The conclusion reached by the Railroad Commission in its recent report on levels of methane gas in Parker County water wells was not a surprise to many agency critics.
In a 13-page analysis of several water wells in the Silverado subdivision, the commission found that the amount of methane — the principal component in natural gas — in some of the wells tested was higher in September 2013 than in 2010 and 2011.
In other wells, the measured levels did not change appreciably, and in one well the concentration of methane in groundwater decreased during that time.
Commission geologist Peter Pope, who signed off on the agency’s report, did not believe that those findings decisively linked the rising gas levels to Barnett Shale production activities in the region.
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But even objective observers would agree that the data were inconclusive. Yet the report said that “further investigation by commission staff is not planned at this time.”
Instead, the commission recommended that “neighborhood residents properly ventilate and aerate their water systems.”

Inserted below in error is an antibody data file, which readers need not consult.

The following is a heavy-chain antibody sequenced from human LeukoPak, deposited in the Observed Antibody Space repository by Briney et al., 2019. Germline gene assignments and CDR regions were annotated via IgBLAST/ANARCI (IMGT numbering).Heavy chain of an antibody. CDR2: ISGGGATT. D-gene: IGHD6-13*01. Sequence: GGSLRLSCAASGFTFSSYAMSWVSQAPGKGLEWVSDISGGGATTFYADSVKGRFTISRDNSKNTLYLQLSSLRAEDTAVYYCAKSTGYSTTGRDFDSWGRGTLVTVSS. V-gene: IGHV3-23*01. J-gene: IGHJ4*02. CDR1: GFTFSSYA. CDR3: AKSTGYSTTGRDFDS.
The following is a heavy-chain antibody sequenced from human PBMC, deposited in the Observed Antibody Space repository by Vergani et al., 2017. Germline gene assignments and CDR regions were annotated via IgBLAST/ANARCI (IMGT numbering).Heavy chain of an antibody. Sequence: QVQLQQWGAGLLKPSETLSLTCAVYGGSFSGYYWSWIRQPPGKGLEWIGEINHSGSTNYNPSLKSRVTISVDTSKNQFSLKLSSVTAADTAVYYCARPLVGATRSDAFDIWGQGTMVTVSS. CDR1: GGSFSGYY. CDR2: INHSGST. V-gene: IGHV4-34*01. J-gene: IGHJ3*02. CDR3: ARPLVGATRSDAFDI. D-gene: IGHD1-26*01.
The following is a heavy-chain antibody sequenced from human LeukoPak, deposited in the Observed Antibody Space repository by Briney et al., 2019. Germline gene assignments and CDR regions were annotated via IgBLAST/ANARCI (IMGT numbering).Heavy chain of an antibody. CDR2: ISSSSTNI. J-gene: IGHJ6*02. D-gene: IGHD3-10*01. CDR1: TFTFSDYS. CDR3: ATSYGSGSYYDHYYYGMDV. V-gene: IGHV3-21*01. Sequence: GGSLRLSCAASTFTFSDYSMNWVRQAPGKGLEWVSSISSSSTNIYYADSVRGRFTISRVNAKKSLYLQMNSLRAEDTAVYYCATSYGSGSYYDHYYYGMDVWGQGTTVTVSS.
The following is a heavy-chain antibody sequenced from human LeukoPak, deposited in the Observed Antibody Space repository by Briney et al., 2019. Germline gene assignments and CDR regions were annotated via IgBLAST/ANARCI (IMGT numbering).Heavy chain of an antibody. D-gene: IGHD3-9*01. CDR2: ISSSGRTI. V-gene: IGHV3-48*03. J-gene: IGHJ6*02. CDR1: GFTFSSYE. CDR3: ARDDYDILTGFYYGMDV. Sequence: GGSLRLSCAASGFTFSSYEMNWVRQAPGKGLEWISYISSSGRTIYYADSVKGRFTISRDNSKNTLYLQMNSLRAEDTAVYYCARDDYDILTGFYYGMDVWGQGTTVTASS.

That is of little comfort to people living with concerns about contaminated water. Especially when several independent studies found higher levels of methane and more definitively connected them to nearby gas drilling.
At best, there is a lot we don’t know about the consequences of extracting natural gas from the earth. But as the state’s oil and gas industry regulator, it’s the role of the Railroad Commission to thoroughly vet these issues.
While the uncertain conclusions of the latest report are somewhat predictable (given the commission’s lethargy in responding to concerns about small earthquakes in Parker County also allegedly linked to natural gas drilling), the commission’s decision to forgo further study is worthy of an eyebrow raise.
There is enough ambiguity in the latest report to warrant further study, but the commission is reluctant to investigate.
Certainly, the agency has an interest in seeing the industry succeed, but it is also obligated to protect residents by identifying industry problems and seeing that they are corrected.
The commission’s credibility is contingent on its ability to balance those priorities. Its reluctance to continue investigating methane levels in water wells calls that credibility into question.